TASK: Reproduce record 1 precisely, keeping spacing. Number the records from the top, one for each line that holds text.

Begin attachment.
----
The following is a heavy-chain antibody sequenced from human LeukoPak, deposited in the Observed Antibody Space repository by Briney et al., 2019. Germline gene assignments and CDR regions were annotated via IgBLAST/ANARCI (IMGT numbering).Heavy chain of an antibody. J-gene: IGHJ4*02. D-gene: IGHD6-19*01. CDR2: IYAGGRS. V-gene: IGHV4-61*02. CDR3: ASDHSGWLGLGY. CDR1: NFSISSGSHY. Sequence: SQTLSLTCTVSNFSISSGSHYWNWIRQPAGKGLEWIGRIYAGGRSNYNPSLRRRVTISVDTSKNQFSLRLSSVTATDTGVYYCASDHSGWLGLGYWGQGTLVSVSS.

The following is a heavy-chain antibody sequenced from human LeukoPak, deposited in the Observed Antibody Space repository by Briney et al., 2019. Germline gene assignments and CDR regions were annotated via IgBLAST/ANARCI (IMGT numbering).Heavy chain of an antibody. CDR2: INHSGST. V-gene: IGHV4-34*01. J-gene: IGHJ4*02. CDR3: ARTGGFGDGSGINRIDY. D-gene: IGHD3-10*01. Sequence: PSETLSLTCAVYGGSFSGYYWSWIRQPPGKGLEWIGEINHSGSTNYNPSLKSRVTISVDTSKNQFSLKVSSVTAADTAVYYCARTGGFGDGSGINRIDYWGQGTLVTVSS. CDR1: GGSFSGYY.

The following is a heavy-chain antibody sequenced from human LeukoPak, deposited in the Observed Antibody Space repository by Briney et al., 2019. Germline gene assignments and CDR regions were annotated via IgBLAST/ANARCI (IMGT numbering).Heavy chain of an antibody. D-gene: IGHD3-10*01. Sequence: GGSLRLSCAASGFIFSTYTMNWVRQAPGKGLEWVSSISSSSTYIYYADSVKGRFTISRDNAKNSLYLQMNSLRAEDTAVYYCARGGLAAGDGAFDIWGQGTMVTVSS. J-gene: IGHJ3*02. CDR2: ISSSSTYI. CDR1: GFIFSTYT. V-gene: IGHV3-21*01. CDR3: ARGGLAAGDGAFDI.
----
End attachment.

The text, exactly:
The following is a heavy-chain antibody sequenced from human LeukoPak, deposited in the Observed Antibody Space repository by Briney et al., 2019. Germline gene assignments and CDR regions were annotated via IgBLAST/ANARCI (IMGT numbering).Heavy chain of an antibody. J-gene: IGHJ4*02. D-gene: IGHD6-19*01. CDR2: IYAGGRS. V-gene: IGHV4-61*02. CDR3: ASDHSGWLGLGY. CDR1: NFSISSGSHY. Sequence: SQTLSLTCTVSNFSISSGSHYWNWIRQPAGKGLEWIGRIYAGGRSNYNPSLRRRVTISVDTSKNQFSLRLSSVTATDTGVYYCASDHSGWLGLGYWGQGTLVSVSS.